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Pensions UK: What's New this Week 9 August 2021

Welcome to your weekly update from the Allen & Overy Pensions team, covering all the latest legal and regulatory developments in the world of occupational pensions.

This week we cover topics including: the latest regulatory intervention report by the Pensions Regulator; and a government challenge to institutional investors on investment in long-term UK assets.

Latest TPR regulatory intervention report: FSD warning notice to overseas parent

The Pensions Regulator (TPR) has published a regulatory intervention report about its involvement with Keytec (GB) Ltd, the statutory employer of a small hybrid scheme, and its German parent, Turbon AG. This arose in circumstances where the employer covenant had been eroded and, although TPR acknowledged the parent had made legitimate business decisions in respect of Keytec’s business, it considered that the scheme’s funding needs had been under-prioritised.

Following the scheme’s 2016 actuarial valuation, TPR was concerned that the scheme was being treated unfairly in comparison with Keytec’s shareholders. The trustee and employer had agreed a two-year contribution holiday after the 2013 valuation (with GBP30,000 paid in the year ending 5 April 2016). A further contribution holiday was agreed during the 2016 valuation. The employer had paid a GBP876,000 dividend in 2015 (after the parent decided to wind up Keytec’s manufacturing business), with nothing further for the scheme. TPR was concerned that: Keytec (now a service company) would not be able to support the scheme without help from Turbon, which preferred to prioritise general company cash needs. Two existing parent company guarantees provided insufficient financial support as they were limited in value and one was time-limited. The trustee had attempted to improve the security of the guarantees but Turbon did not engage, and as a result TPR issued a Warning Notice in March 2020 to Turbon and its majority shareholder, HBT Holdings.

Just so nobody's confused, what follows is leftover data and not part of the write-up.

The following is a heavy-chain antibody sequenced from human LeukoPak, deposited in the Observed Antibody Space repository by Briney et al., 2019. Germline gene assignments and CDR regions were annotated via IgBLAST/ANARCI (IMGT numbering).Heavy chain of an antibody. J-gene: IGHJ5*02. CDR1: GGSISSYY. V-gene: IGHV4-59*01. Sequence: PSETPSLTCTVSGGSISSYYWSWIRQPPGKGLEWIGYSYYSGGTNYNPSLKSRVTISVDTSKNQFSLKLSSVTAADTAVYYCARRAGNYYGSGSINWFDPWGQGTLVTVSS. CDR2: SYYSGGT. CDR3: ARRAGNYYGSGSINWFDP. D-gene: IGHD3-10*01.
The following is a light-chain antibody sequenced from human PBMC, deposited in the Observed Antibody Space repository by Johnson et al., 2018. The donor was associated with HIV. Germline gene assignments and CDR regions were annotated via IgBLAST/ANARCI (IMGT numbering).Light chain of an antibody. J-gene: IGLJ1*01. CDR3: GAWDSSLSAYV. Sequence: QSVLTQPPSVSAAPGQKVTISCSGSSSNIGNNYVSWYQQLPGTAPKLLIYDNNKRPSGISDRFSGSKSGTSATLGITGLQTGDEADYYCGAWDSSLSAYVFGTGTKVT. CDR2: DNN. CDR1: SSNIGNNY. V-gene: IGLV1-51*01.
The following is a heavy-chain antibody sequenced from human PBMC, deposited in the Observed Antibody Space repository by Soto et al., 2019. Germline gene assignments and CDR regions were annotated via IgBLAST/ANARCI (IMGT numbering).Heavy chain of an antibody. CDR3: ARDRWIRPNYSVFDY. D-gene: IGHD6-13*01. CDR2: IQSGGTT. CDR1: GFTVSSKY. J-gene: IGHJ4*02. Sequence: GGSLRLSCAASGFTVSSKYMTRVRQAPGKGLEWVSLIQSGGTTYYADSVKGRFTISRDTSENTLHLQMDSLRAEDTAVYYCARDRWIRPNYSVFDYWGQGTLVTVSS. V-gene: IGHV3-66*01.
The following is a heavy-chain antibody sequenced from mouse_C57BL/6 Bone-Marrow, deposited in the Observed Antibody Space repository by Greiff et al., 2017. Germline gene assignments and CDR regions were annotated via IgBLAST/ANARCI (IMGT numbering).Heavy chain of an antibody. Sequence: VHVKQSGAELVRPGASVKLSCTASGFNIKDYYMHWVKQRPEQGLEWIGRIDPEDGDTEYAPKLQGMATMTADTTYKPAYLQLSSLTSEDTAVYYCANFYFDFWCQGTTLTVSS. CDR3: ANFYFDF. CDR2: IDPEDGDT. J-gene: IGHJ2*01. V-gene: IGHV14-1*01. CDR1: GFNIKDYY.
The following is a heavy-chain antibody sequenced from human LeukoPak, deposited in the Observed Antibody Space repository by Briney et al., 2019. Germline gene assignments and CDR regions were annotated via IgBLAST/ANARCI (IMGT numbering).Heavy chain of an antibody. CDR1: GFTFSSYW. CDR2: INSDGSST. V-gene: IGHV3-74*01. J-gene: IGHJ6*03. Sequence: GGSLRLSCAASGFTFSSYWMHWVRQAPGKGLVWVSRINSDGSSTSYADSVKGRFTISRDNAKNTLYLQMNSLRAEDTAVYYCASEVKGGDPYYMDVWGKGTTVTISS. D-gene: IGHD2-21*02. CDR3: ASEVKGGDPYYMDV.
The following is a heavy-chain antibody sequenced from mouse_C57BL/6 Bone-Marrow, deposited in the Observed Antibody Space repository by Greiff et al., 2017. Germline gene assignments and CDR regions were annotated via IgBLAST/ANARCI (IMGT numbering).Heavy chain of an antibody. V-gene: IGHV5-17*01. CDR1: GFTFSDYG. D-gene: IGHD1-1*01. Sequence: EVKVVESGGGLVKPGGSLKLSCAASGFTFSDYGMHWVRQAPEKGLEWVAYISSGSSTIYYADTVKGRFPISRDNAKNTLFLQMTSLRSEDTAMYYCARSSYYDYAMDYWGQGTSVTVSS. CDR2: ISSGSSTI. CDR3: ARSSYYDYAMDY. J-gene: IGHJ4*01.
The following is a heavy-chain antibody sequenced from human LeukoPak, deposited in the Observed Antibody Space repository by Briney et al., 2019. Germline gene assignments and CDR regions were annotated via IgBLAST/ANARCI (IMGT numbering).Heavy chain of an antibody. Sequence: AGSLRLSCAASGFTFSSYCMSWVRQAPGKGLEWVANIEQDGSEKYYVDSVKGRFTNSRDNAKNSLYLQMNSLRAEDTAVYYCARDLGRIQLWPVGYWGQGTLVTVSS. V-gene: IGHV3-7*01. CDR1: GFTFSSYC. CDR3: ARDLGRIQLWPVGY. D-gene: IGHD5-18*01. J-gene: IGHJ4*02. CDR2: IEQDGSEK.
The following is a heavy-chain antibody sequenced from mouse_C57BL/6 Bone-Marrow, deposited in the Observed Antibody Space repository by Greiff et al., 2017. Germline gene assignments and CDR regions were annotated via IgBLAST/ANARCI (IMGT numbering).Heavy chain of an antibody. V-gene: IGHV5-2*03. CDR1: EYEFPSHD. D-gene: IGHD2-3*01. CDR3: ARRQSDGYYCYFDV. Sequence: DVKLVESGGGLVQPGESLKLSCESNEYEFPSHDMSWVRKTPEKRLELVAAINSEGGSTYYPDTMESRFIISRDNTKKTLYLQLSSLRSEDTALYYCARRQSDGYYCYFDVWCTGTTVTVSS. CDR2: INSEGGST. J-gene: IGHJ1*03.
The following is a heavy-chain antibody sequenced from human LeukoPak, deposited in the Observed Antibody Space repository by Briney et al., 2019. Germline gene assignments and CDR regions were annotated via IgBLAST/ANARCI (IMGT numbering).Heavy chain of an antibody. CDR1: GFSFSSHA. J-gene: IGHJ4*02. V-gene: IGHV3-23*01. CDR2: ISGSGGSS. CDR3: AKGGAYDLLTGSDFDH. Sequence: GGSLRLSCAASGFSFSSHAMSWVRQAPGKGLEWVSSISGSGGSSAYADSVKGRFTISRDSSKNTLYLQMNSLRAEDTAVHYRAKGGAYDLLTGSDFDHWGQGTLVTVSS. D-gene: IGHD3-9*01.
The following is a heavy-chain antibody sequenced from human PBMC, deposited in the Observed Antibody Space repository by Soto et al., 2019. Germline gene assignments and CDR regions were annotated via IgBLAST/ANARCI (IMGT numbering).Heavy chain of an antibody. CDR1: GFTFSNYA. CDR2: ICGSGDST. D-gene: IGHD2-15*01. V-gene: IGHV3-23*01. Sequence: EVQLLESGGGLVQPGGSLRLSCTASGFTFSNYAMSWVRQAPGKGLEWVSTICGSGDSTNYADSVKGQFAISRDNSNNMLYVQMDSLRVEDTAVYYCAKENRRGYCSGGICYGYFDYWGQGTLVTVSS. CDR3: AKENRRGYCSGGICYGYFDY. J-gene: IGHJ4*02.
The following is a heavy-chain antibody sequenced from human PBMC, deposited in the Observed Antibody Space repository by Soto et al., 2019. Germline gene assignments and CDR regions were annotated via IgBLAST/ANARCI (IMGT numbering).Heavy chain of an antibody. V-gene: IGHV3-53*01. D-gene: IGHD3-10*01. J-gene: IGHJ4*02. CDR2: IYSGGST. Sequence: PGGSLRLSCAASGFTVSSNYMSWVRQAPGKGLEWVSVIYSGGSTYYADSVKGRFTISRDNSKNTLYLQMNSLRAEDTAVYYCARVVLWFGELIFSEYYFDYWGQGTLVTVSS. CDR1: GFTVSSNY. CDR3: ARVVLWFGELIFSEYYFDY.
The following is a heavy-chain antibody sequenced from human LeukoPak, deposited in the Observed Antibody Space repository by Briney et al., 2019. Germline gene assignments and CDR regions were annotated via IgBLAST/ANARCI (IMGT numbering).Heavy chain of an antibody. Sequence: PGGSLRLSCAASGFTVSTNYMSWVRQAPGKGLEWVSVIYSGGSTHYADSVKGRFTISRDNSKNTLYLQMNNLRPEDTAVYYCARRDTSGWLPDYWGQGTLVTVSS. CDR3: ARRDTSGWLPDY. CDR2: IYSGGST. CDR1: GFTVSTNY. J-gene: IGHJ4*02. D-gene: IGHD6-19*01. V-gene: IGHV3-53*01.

Following the issue of the Warning Notice, the targets and scheme trustees negotiated a funding package which TPR considered would provide meaningful long-term support (including a cash lump sum, deficit repair contributions, a replacement parent company guarantee and an agreed funding framework for future valuations). On this basis, TPR was satisfied that it was no longer appropriate to use its powers.

TPR commented that ‘We will not hesitate to exercise our anti-avoidance powers in respect of targets – whether UK or (as in this case) overseas based – to ensure DB schemes receive sufficient financial support. … Where targets are willing to engage with us and the trustees to address our collective concerns, we are willing to bring an early end to our regulatory action to save the time, costs and resources of all parties while still achieving a strong outcome for the scheme and its members.’

Read the report.

Government ‘challenge’ to institutional investors on investment in long-term UK assets

The government has published an open letter from the Prime Minister and the Chancellor urging UK institutional investors to consider investing in long-term UK assets. Over the last few years, the government has tried different policy levers aimed at removing barriers to investment in longer-term illiquid assets, and encouraging UK pension schemes to invest in areas such as patient capital and infrastructure. The latest letter is couched in terms of driving the UK’s economic recovery from the Covid-19 pandemic. It acknowledges that there is ‘no single ‘right answer’ for the amount that should be invested in these long-term asset classes’ and that there are some structural obstacles to be addressed, but challenges DB and DC trustees and investment advisers to consider investing more in long-term UK assets where this is appropriate.

Read the letter.

As a reminder, earlier this summer TPR published a blog post on the management of scheme liquidity risk, which addressed the issue of investment in illiquid assets. TPR noted that although illiquid investments may present opportunities to capture an illiquidity premium or improve member outcomes, trustees should be considering factors including their scheme’s investment, risk management, governance and funding arrangements, the holding structure for those investments, and the degree of investor protection provided.

TPR also proposed a specific limit in its forthcoming single code of practice on the maximum allocation of assets to investments that are not admitted to trading on regulated markets. TPR appears likely to adjust this proposal in response to consultation feedback, but the details of any revised expectation have not yet been confirmed.

Read the blog post.